Utah will honor volleyball coach Beth Launiere, who makes sure a player will share the spotlight

(Rick Egan | The Salt Lake Tribune) Utah coach Beth Launiere gives instructions to her team, in volleyball action between Utah and BYU, at the Jon M. Huntsman Center, Thursday, Sept. 19, 2019.

Utah women’s volleyball coach Beth Launiere stood on the sideline of Oregon’s Matthew Knight Arena, losing her voice as she strained to be heard amid a noisy crowd. She kept from overreacting in a match that appeared headed toward a sweep for the hometown Ducks.

“I knew we'd get it turned around,” she said the next day, “and sure enough ...”

The Utes ended losing to Oregon in five sets, though. So that snapshot is somewhat unfair as a summary of her career, among nearly 1,000 matches — especially when that remains No. 18 Utah’s only Pac-12 defeat this season.

Yet the team’s comeback on that afternoon in late September, staying steady through the tough times, illustrated what Launiere has achieved in 30 seasons on the job. She built a program that became a perennial NCAA Tournament contestant and then successfully regrouped in the school’s era of demanding competition in the Pac-12.


At the Huntsman Center

When • Friday, 7 p.m.

TV • Pac-12 Mountain.

Launiere, whose record is 575-364 (.612), will be honored Friday night. “Beth’s 30-year anniversary” is being promoted during a season that also includes “Mythical Creature Night” and “Frozen Adventure Night” at the Huntsman Center. She diverted some attention from herself by insisting that the weekend include former Ute star Kim Turner as a co-headliner, becoming Utah’s first volleyball player to have her jersey (No. 15) retired.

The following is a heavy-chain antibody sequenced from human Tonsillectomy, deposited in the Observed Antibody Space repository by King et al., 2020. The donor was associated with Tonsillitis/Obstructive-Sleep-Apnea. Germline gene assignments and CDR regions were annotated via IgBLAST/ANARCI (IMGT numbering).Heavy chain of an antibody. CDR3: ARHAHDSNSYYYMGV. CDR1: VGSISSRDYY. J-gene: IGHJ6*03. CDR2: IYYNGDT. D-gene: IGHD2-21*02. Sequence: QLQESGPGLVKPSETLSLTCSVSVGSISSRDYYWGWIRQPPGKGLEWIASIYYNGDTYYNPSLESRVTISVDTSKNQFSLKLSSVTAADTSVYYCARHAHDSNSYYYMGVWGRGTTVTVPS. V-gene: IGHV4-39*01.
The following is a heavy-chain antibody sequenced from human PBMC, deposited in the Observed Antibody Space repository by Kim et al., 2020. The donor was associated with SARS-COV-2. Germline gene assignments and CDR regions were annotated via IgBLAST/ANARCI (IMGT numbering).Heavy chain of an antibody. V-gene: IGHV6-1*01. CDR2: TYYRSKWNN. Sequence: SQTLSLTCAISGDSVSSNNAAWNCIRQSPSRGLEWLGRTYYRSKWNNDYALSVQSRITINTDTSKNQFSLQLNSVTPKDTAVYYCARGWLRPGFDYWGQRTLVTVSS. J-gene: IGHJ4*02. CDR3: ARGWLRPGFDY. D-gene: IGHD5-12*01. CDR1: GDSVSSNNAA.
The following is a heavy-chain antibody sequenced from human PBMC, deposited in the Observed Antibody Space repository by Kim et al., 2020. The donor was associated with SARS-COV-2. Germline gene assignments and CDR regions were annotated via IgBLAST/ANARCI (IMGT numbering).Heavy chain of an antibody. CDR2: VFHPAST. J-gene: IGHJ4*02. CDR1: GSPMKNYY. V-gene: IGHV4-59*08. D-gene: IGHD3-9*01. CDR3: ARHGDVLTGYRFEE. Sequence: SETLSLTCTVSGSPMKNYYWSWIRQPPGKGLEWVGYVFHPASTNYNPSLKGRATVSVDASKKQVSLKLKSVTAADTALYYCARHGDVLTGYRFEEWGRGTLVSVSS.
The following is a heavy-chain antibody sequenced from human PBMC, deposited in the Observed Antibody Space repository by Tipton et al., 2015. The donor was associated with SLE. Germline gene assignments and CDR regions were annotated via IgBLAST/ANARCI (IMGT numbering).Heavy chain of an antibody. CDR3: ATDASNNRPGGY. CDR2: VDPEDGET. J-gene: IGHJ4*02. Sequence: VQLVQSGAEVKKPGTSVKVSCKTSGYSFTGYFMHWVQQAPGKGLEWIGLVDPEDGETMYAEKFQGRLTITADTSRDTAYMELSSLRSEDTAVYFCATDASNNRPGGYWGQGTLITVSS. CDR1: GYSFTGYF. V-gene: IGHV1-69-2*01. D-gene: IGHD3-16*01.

“It’s about them,” Launiere keeps saying of her players. That’s mostly true, during a tenure that has covered a mother (Mikki Kane-Barton) in the early 1990s and daughter (Dani Drews) from the current team as star athletes, with Turner’s career falling about in the middle.

Yet she’s the constant element of it all, having arrived as a 26-year-old coach and taking over a team that went 1-32 the previous season. The job was tougher than Launiere made it look, winning seven matches in her first season, then 15, 18 and 25 the next three years. After a leveling-off phase, she made the NCAA Tournament in her ninth season — and for the next eight years.

“I never had to do that; I never had to build anything,” said former Ute women’s basketball coach Elaine Elliott, a mentor to Launiere in those early years. “She’s a success story."

Coming from an assistant’s job in Illinois’ nationally prominent program, “I was very confident. … I thought I knew everything,” Launiere said.

That's not completely true. Elliott contends that Launiere's growth as a coach came from immersing herself in the volleyball world and seeking advice. And the Utes just kept getting better, continually raising expectations.

Launiere remembers earning her second victory, and being congratulated for doubling the previous year's win total. “People were pretty excited about that,” she said. “I'm like, 'we've got higher goals than that.' ”